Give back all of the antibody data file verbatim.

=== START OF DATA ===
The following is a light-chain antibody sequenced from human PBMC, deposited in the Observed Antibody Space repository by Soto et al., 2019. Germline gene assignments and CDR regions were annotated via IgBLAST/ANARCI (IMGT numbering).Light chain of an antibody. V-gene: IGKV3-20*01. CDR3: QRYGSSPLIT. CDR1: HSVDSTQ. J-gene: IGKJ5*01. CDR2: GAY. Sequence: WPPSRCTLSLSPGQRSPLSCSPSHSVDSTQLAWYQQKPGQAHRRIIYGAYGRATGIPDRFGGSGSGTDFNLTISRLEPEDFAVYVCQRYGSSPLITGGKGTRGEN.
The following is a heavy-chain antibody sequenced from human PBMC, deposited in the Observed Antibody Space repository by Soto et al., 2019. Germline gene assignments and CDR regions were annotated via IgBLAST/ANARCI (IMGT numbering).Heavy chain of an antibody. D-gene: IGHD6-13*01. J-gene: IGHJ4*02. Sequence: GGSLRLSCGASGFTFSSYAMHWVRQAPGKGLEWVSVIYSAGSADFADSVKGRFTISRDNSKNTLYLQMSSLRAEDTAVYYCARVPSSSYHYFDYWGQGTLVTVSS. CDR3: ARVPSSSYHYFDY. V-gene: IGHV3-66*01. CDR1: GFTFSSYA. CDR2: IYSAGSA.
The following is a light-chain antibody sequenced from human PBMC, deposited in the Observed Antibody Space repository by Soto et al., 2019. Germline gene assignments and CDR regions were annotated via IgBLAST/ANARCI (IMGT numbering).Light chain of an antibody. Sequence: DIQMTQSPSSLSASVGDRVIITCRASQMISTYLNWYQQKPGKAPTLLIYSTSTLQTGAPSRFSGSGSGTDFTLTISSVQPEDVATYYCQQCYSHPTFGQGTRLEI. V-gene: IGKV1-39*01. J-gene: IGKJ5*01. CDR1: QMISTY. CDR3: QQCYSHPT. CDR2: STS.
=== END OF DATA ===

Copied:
The following is a light-chain antibody sequenced from human PBMC, deposited in the Observed Antibody Space repository by Soto et al., 2019. Germline gene assignments and CDR regions were annotated via IgBLAST/ANARCI (IMGT numbering).Light chain of an antibody. V-gene: IGKV3-20*01. CDR3: QRYGSSPLIT. CDR1: HSVDSTQ. J-gene: IGKJ5*01. CDR2: GAY. Sequence: WPPSRCTLSLSPGQRSPLSCSPSHSVDSTQLAWYQQKPGQAHRRIIYGAYGRATGIPDRFGGSGSGTDFNLTISRLEPEDFAVYVCQRYGSSPLITGGKGTRGEN.
The following is a heavy-chain antibody sequenced from human PBMC, deposited in the Observed Antibody Space repository by Soto et al., 2019. Germline gene assignments and CDR regions were annotated via IgBLAST/ANARCI (IMGT numbering).Heavy chain of an antibody. D-gene: IGHD6-13*01. J-gene: IGHJ4*02. Sequence: GGSLRLSCGASGFTFSSYAMHWVRQAPGKGLEWVSVIYSAGSADFADSVKGRFTISRDNSKNTLYLQMSSLRAEDTAVYYCARVPSSSYHYFDYWGQGTLVTVSS. CDR3: ARVPSSSYHYFDY. V-gene: IGHV3-66*01. CDR1: GFTFSSYA. CDR2: IYSAGSA.
The following is a light-chain antibody sequenced from human PBMC, deposited in the Observed Antibody Space repository by Soto et al., 2019. Germline gene assignments and CDR regions were annotated via IgBLAST/ANARCI (IMGT numbering).Light chain of an antibody. Sequence: DIQMTQSPSSLSASVGDRVIITCRASQMISTYLNWYQQKPGKAPTLLIYSTSTLQTGAPSRFSGSGSGTDFTLTISSVQPEDVATYYCQQCYSHPTFGQGTRLEI. V-gene: IGKV1-39*01. J-gene: IGKJ5*01. CDR1: QMISTY. CDR3: QQCYSHPT. CDR2: STS.